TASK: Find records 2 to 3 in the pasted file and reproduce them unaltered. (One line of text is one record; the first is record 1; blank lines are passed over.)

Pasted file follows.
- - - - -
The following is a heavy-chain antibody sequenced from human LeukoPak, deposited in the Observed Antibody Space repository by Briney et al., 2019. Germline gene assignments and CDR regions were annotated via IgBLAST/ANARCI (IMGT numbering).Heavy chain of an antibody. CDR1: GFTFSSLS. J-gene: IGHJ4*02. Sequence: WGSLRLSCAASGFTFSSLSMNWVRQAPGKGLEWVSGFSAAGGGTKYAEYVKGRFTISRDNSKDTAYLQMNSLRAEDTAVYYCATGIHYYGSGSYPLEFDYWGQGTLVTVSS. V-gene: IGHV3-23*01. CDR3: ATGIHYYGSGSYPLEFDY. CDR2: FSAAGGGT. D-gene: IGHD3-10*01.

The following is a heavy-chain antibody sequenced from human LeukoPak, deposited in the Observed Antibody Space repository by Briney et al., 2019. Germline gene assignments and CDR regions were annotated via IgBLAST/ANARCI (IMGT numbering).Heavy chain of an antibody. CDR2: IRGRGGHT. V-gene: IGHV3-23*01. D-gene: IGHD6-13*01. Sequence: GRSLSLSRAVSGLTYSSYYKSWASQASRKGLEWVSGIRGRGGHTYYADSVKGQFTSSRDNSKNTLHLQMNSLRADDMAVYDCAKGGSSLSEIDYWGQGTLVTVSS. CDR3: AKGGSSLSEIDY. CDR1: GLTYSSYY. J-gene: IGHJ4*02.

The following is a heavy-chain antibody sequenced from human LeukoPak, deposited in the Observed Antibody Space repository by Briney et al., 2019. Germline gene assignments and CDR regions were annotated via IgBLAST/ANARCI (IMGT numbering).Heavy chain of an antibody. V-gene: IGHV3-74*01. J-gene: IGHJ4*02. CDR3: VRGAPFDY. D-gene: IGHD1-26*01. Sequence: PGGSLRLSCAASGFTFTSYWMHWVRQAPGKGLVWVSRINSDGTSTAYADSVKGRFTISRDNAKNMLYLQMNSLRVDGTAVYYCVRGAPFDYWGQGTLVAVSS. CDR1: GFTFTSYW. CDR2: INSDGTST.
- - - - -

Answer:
The following is a heavy-chain antibody sequenced from human LeukoPak, deposited in the Observed Antibody Space repository by Briney et al., 2019. Germline gene assignments and CDR regions were annotated via IgBLAST/ANARCI (IMGT numbering).Heavy chain of an antibody. CDR2: IRGRGGHT. V-gene: IGHV3-23*01. D-gene: IGHD6-13*01. Sequence: GRSLSLSRAVSGLTYSSYYKSWASQASRKGLEWVSGIRGRGGHTYYADSVKGQFTSSRDNSKNTLHLQMNSLRADDMAVYDCAKGGSSLSEIDYWGQGTLVTVSS. CDR3: AKGGSSLSEIDY. CDR1: GLTYSSYY. J-gene: IGHJ4*02.

The following is a heavy-chain antibody sequenced from human LeukoPak, deposited in the Observed Antibody Space repository by Briney et al., 2019. Germline gene assignments and CDR regions were annotated via IgBLAST/ANARCI (IMGT numbering).Heavy chain of an antibody. V-gene: IGHV3-74*01. J-gene: IGHJ4*02. CDR3: VRGAPFDY. D-gene: IGHD1-26*01. Sequence: PGGSLRLSCAASGFTFTSYWMHWVRQAPGKGLVWVSRINSDGTSTAYADSVKGRFTISRDNAKNMLYLQMNSLRVDGTAVYYCVRGAPFDYWGQGTLVAVSS. CDR1: GFTFTSYW. CDR2: INSDGTST.